Hidden cultural treasures and historic venues are being opened up to visitors for a series of free events to honour Stoke-on-Trent’s heritage.
Between 10-19 September, residents and visitors will have the unique chance to access events and properties that are usually closed to the public or normally charge for admission.
Since 1994, Heritage Open Days has been England’s contribution to the European Heritage Days and has since grown into the country’s largest community heritage festival. As part of this year’s programme, Ford Green Hall will be building this year’s theme of ‘edible England’ into their events, when they explore food, tableware and manners in the Tudor and Stuart times. Visitors will see tableware of the rich and poor and how was food cooked in an age before gas and electricity.
On 10 September, visitors to Hanley Park can learn about the history of foraging and wild food, whilst those preferring an online experience can take a virtual tour of traditional ceramic tile manufactory.
On both weekends of the festival, Chatterley Whitfield Colliery are hosting open weekends (booking essential).
On Sunday 12 September, residents can get on their bikes and ride with Potteries Heritage Society experts as they take in 20 bottle ovens in the north of the city. Experienced cyclists will be on hand to guide people through the 12-mile route and to relate the history and heritage of these local icons.
There will also be events at Stoke Minster, Ceramic City Stories and the Potteries Museum & Art Gallery. Families can also take to the roads, paths and canals as part of guided tours championing the area’s history. And Barewall Gallery, in Burslem will be paying tribute to Arnold Bennett.
Councillor James Smith, the city council’s heritage champion, said: “This is such an amazing opportunity to take part in activities that bring local history and culture to life. Our city has some truly inspirational venues that tell the story of Stoke-on-Trent’s rich heritage – from beautiful places of worship, to historic potteries and our stunning museums.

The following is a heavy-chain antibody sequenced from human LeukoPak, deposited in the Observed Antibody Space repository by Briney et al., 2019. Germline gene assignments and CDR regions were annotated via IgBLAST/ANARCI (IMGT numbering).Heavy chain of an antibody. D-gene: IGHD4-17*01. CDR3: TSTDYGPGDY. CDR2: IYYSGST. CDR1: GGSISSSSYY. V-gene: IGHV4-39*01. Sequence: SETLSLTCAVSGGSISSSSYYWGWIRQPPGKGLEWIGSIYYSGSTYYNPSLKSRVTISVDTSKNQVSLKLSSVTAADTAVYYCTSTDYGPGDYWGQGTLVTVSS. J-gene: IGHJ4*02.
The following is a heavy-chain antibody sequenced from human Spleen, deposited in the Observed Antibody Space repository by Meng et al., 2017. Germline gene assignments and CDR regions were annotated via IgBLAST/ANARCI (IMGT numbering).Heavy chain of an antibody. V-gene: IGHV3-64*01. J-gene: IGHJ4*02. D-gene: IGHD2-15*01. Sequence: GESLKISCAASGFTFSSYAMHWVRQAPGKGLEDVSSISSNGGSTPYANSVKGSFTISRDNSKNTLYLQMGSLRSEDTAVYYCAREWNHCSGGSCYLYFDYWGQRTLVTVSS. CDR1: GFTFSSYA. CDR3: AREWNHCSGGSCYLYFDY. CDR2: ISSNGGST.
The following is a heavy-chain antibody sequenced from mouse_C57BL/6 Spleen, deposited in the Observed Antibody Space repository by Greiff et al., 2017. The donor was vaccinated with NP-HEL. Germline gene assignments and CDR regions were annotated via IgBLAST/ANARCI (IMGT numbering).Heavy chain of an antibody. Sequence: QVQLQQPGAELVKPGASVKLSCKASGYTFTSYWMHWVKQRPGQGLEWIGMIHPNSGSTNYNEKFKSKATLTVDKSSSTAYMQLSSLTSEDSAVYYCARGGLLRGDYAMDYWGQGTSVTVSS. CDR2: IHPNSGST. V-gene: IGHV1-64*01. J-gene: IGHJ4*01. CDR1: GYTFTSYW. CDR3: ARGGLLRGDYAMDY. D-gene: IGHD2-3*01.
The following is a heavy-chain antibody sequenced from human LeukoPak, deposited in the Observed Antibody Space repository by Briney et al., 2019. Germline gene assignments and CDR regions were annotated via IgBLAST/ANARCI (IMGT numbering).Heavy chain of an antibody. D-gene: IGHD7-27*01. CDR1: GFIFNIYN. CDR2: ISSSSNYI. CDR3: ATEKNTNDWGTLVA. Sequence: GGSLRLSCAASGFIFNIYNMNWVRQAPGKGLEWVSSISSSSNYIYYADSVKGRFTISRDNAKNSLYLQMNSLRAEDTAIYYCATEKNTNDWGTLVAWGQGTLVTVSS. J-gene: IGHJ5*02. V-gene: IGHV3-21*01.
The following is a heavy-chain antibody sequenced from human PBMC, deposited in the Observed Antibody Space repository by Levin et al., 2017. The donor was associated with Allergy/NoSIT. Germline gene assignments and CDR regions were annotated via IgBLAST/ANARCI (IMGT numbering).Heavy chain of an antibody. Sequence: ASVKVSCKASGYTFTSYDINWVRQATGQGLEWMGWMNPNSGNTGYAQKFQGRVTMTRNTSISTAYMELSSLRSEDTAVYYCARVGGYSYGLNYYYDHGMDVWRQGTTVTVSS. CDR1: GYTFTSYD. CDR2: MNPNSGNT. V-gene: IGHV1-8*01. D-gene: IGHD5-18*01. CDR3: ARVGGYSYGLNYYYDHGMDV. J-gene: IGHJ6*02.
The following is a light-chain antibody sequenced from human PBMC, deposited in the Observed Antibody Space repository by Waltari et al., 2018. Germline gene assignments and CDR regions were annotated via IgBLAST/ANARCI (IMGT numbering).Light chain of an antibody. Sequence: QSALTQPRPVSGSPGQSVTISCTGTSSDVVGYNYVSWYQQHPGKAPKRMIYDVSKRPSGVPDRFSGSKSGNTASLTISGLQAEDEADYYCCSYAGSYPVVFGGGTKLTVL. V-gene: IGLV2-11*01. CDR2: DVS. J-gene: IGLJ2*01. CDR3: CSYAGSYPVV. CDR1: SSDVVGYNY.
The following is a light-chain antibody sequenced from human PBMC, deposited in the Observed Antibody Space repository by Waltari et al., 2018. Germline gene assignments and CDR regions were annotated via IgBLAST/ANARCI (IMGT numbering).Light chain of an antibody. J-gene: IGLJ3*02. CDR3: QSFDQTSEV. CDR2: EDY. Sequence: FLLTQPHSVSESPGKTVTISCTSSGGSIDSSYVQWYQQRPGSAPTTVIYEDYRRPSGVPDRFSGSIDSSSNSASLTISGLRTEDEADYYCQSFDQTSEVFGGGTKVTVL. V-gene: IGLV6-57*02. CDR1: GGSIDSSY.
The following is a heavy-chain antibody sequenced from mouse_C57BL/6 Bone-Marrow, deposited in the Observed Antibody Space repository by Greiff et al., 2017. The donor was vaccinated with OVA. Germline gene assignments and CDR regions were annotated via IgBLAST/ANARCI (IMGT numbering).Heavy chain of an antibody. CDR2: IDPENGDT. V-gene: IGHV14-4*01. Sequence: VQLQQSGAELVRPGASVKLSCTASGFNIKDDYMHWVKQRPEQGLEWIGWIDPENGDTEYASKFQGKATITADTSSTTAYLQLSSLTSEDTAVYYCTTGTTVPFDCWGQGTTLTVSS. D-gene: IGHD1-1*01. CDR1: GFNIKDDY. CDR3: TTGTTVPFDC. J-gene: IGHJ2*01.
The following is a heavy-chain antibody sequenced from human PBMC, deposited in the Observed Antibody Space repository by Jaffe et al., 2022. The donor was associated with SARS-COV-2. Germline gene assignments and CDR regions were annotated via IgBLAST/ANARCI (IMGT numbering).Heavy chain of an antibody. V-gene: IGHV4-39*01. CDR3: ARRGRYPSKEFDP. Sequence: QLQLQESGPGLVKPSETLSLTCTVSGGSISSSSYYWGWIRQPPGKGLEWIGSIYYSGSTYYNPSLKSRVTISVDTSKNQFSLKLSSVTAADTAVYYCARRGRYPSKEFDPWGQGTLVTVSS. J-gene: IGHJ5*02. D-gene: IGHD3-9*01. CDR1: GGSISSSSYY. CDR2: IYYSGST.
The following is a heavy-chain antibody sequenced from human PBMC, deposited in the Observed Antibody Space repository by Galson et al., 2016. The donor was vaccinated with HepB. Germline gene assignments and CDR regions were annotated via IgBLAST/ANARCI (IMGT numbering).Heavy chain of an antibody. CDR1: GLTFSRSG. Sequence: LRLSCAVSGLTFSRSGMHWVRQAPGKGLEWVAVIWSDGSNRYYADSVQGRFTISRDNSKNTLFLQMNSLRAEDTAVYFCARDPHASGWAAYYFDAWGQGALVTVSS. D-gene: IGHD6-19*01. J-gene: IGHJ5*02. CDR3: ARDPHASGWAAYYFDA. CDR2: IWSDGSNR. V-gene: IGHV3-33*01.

“Heritage Open Days bring these often-hidden treasures to life for people who might never have experienced them. For example, visitors can get a unique chance to visit Chatterley Whitfield Colliery, which closed in 1977 and became a museum.”
“We’re delighted that so many venues are taking part especially after such a difficult year when they were unable to function normally. I’d also like to say a big thank you to The Heritage Network for organising such a fantastic range of events and Potteries Heritage Society for their support.”
Nerys Williams, chair of the Stoke-on-Trent Heritage Network, said: “Since launching the network in early 2018, we have been encouraging heritage and cultural venues across the city to participate in Heritage Open Days, and to co-ordinate the programme. I’m pleased that so many venues are opening their doors and hosting events. I would like to thank everyone who makes this possible including members of our organising committee and the venue staff and volunteers, and I hope the public will support the events.”
Andy Perkin, secretary of the Stoke-on-Trent Heritage Network, added: “Our brilliant network members have been meeting virtually throughout the year to build an exciting and diverse programme of events to span the full 10-day festival – some of these will continue to be online but I’m pleased to say that we have a wide range of physical events for people to enjoy and explore – and they’re all free. All of these events are supported by dedicated and extremely knowledgeable people who love sharing their expertise, inspiring others and celebrating our wonderful city. It will be great to welcome visitors back to our amazing venues.”